The next generation of Apple Silicon chips has arrived with the announcement of the company’s new M1 Ultra SoC (system on a chip), the latest entry to Apple’s M1 chipset lineup that’s even more powerful than the M1, M1 Pro, and M1 Max chips it’s released so far.
The key to the M1 Ultra is Apple’s UltraFusion architecture — effectively, Apple is fusing together two separate M1 Max chips into a single, massive SoC, thanks to the 2.5TB/s inter-processor connection that the M1 Max offers. That design lets Apple double virtually all the specs from its M1 Max chip on the M1 Ultra: 20 CPU cores (16 performance and four efficiency), 64 GPU cores, a 32-core Neural Engine for AI processing, and up to 128GB of RAM. All told, Apple says that the M1 Ultra offers eight times the performance of the regular M1.
Apple is making some big performance claims for its new, massive chip, too: Apple says that it offers better CPU performance than a “16-core PC desktop” while using 100W less power, along with comparable GPU performance than the “highest-end discrete GPU” while using 200W less power. (Apple isn’t saying which competitors it’s testing against, and we’ll obviously have to verify these claims ourselves once we can test the M1 Ultra.)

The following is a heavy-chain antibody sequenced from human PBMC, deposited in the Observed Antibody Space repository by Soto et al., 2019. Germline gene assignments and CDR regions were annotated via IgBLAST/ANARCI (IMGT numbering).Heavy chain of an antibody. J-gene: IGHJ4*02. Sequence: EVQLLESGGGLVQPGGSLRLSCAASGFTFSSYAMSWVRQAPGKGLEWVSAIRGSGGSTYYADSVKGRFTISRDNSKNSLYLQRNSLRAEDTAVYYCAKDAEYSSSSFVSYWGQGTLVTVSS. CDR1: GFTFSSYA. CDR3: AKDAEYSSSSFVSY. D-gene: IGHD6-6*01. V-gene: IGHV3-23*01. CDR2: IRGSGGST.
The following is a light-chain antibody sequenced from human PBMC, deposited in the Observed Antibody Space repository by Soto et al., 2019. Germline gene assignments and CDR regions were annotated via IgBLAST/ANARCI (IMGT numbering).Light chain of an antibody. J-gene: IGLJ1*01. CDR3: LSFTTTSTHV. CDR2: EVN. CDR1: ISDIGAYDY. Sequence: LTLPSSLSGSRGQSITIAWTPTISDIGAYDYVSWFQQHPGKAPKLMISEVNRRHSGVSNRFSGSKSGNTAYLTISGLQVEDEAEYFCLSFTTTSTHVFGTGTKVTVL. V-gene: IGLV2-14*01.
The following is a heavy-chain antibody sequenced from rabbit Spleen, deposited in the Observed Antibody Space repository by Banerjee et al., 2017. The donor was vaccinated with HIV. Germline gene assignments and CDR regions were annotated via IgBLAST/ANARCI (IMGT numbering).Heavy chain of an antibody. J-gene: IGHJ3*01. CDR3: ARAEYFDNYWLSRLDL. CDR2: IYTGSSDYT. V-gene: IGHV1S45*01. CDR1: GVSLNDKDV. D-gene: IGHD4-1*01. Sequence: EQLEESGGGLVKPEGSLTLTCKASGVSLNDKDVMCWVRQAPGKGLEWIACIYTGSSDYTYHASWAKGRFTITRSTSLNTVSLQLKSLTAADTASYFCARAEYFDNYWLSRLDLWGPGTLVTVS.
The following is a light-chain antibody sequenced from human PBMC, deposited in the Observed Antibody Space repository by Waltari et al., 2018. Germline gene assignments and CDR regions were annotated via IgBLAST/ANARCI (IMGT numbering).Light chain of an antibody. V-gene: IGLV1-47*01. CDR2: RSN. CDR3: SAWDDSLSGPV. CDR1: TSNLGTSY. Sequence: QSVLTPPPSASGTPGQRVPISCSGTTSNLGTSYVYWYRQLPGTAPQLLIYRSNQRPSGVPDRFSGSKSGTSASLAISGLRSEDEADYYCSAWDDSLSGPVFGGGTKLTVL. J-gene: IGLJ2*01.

The M1 Ultra will make its first debut in a new Mac Studio desktop that Apple announced alongside the new chip at its event (it looks a lot like a giant stack of Mac Mini desktops). For reference, the original M1 chip launched in a MacBook Air, entry-level MacBook Pro, and Mac Mini but also eventually made its way to Apple’s colorful iMac relaunch and the 2020 iPad Pro tablet, too, so it’s possible that we’ll see the M1 Ultra show up of other Apple desktop computers (like an even more powerful new Apple Silicon-powered Mac Pro) in the coming months.